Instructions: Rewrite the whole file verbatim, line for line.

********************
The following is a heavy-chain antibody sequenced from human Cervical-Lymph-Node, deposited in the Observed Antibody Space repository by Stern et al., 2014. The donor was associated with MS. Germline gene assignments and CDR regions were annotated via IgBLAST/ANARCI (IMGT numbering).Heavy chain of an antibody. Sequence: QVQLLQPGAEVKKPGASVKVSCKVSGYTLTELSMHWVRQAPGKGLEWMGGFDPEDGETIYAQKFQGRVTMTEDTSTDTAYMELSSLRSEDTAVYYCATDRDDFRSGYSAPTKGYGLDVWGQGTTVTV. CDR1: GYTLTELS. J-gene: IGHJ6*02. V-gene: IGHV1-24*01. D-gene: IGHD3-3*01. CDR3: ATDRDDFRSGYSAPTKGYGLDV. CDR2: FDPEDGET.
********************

The following is a heavy-chain antibody sequenced from human Cervical-Lymph-Node, deposited in the Observed Antibody Space repository by Stern et al., 2014. The donor was associated with MS. Germline gene assignments and CDR regions were annotated via IgBLAST/ANARCI (IMGT numbering).Heavy chain of an antibody. Sequence: QVQLLQPGAEVKKPGASVKVSCKVSGYTLTELSMHWVRQAPGKGLEWMGGFDPEDGETIYAQKFQGRVTMTEDTSTDTAYMELSSLRSEDTAVYYCATDRDDFRSGYSAPTKGYGLDVWGQGTTVTV. CDR1: GYTLTELS. J-gene: IGHJ6*02. V-gene: IGHV1-24*01. D-gene: IGHD3-3*01. CDR3: ATDRDDFRSGYSAPTKGYGLDV. CDR2: FDPEDGET.